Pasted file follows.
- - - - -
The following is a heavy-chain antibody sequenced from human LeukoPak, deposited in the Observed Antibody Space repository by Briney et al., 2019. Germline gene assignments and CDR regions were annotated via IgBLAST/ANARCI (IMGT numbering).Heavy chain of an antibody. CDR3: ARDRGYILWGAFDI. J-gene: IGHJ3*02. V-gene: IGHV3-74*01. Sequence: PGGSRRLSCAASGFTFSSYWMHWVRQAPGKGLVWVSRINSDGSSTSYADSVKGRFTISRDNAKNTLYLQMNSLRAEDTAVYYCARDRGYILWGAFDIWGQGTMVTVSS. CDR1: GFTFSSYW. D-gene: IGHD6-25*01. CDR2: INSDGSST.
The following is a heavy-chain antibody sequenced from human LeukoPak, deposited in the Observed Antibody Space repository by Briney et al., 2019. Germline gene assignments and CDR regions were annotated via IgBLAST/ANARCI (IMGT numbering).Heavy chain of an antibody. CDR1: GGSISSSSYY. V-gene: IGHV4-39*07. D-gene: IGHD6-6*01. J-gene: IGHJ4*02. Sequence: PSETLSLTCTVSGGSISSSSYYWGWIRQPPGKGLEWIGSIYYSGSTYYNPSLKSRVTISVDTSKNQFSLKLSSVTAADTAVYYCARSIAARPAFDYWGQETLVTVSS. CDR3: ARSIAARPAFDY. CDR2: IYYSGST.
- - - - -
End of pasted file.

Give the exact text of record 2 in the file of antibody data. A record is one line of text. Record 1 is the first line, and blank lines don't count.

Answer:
The following is a heavy-chain antibody sequenced from human LeukoPak, deposited in the Observed Antibody Space repository by Briney et al., 2019. Germline gene assignments and CDR regions were annotated via IgBLAST/ANARCI (IMGT numbering).Heavy chain of an antibody. CDR1: GGSISSSSYY. V-gene: IGHV4-39*07. D-gene: IGHD6-6*01. J-gene: IGHJ4*02. Sequence: PSETLSLTCTVSGGSISSSSYYWGWIRQPPGKGLEWIGSIYYSGSTYYNPSLKSRVTISVDTSKNQFSLKLSSVTAADTAVYYCARSIAARPAFDYWGQETLVTVSS. CDR3: ARSIAARPAFDY. CDR2: IYYSGST.